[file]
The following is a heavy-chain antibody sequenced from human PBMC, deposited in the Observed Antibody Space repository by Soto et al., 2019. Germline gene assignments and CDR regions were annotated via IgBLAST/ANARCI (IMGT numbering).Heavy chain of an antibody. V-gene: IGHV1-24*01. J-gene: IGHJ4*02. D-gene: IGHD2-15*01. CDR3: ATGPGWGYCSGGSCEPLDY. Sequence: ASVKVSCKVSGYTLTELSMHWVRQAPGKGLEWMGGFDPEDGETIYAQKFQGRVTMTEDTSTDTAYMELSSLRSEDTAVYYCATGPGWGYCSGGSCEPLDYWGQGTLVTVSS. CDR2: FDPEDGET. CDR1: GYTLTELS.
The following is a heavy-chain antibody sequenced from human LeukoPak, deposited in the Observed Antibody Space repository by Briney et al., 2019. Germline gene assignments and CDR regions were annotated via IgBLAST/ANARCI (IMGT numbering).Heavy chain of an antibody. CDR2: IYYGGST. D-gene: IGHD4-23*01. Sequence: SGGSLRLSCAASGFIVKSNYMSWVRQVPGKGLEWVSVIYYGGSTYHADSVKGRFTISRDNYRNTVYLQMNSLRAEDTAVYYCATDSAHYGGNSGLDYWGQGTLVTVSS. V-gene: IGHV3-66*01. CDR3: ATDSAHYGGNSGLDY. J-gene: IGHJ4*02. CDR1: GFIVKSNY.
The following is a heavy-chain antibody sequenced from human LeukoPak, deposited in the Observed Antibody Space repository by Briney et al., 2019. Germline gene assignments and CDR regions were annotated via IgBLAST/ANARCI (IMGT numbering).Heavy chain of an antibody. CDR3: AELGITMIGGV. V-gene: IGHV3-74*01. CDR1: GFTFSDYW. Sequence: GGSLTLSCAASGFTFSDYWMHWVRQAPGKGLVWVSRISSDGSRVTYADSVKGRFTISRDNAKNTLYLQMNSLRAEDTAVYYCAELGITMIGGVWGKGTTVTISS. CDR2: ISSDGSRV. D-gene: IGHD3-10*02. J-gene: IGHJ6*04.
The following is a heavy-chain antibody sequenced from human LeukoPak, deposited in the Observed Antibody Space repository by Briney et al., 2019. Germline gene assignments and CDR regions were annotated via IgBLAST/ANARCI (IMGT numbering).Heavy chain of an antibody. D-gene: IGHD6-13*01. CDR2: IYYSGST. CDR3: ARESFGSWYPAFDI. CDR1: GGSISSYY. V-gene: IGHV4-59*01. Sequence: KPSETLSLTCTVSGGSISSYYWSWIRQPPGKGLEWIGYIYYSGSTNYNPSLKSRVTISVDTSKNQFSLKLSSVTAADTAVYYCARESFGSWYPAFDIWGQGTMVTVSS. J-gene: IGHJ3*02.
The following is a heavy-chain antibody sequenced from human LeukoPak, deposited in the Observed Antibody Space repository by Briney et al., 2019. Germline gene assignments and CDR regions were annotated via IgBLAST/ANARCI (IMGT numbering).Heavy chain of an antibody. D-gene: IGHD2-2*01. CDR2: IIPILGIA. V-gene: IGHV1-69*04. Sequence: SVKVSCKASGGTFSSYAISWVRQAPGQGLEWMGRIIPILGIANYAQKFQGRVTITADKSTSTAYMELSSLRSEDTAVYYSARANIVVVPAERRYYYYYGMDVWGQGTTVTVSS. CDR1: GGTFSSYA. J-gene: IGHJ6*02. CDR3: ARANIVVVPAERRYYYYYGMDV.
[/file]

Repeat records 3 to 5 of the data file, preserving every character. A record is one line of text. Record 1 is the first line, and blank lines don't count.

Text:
The following is a heavy-chain antibody sequenced from human LeukoPak, deposited in the Observed Antibody Space repository by Briney et al., 2019. Germline gene assignments and CDR regions were annotated via IgBLAST/ANARCI (IMGT numbering).Heavy chain of an antibody. CDR3: AELGITMIGGV. V-gene: IGHV3-74*01. CDR1: GFTFSDYW. Sequence: GGSLTLSCAASGFTFSDYWMHWVRQAPGKGLVWVSRISSDGSRVTYADSVKGRFTISRDNAKNTLYLQMNSLRAEDTAVYYCAELGITMIGGVWGKGTTVTISS. CDR2: ISSDGSRV. D-gene: IGHD3-10*02. J-gene: IGHJ6*04.
The following is a heavy-chain antibody sequenced from human LeukoPak, deposited in the Observed Antibody Space repository by Briney et al., 2019. Germline gene assignments and CDR regions were annotated via IgBLAST/ANARCI (IMGT numbering).Heavy chain of an antibody. D-gene: IGHD6-13*01. CDR2: IYYSGST. CDR3: ARESFGSWYPAFDI. CDR1: GGSISSYY. V-gene: IGHV4-59*01. Sequence: KPSETLSLTCTVSGGSISSYYWSWIRQPPGKGLEWIGYIYYSGSTNYNPSLKSRVTISVDTSKNQFSLKLSSVTAADTAVYYCARESFGSWYPAFDIWGQGTMVTVSS. J-gene: IGHJ3*02.
The following is a heavy-chain antibody sequenced from human LeukoPak, deposited in the Observed Antibody Space repository by Briney et al., 2019. Germline gene assignments and CDR regions were annotated via IgBLAST/ANARCI (IMGT numbering).Heavy chain of an antibody. D-gene: IGHD2-2*01. CDR2: IIPILGIA. V-gene: IGHV1-69*04. Sequence: SVKVSCKASGGTFSSYAISWVRQAPGQGLEWMGRIIPILGIANYAQKFQGRVTITADKSTSTAYMELSSLRSEDTAVYYSARANIVVVPAERRYYYYYGMDVWGQGTTVTVSS. CDR1: GGTFSSYA. J-gene: IGHJ6*02. CDR3: ARANIVVVPAERRYYYYYGMDV.